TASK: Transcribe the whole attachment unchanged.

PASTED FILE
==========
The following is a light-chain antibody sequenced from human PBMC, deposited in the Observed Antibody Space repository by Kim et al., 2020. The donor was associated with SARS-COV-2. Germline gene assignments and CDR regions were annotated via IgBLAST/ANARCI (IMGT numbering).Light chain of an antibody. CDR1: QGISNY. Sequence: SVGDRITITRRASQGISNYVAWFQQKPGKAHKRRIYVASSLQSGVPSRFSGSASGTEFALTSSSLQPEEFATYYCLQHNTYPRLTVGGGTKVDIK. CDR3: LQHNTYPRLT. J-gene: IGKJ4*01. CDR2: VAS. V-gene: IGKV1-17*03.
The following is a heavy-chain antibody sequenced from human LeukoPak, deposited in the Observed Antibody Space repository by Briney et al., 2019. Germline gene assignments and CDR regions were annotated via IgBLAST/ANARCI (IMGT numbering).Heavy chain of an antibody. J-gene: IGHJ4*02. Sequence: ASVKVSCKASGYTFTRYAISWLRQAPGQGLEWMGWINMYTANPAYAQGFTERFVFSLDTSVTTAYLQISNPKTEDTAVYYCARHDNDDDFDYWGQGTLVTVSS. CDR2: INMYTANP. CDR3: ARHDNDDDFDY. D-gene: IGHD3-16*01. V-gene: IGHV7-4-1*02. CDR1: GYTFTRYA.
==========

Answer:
The following is a light-chain antibody sequenced from human PBMC, deposited in the Observed Antibody Space repository by Kim et al., 2020. The donor was associated with SARS-COV-2. Germline gene assignments and CDR regions were annotated via IgBLAST/ANARCI (IMGT numbering).Light chain of an antibody. CDR1: QGISNY. Sequence: SVGDRITITRRASQGISNYVAWFQQKPGKAHKRRIYVASSLQSGVPSRFSGSASGTEFALTSSSLQPEEFATYYCLQHNTYPRLTVGGGTKVDIK. CDR3: LQHNTYPRLT. J-gene: IGKJ4*01. CDR2: VAS. V-gene: IGKV1-17*03.
The following is a heavy-chain antibody sequenced from human LeukoPak, deposited in the Observed Antibody Space repository by Briney et al., 2019. Germline gene assignments and CDR regions were annotated via IgBLAST/ANARCI (IMGT numbering).Heavy chain of an antibody. J-gene: IGHJ4*02. Sequence: ASVKVSCKASGYTFTRYAISWLRQAPGQGLEWMGWINMYTANPAYAQGFTERFVFSLDTSVTTAYLQISNPKTEDTAVYYCARHDNDDDFDYWGQGTLVTVSS. CDR2: INMYTANP. CDR3: ARHDNDDDFDY. D-gene: IGHD3-16*01. V-gene: IGHV7-4-1*02. CDR1: GYTFTRYA.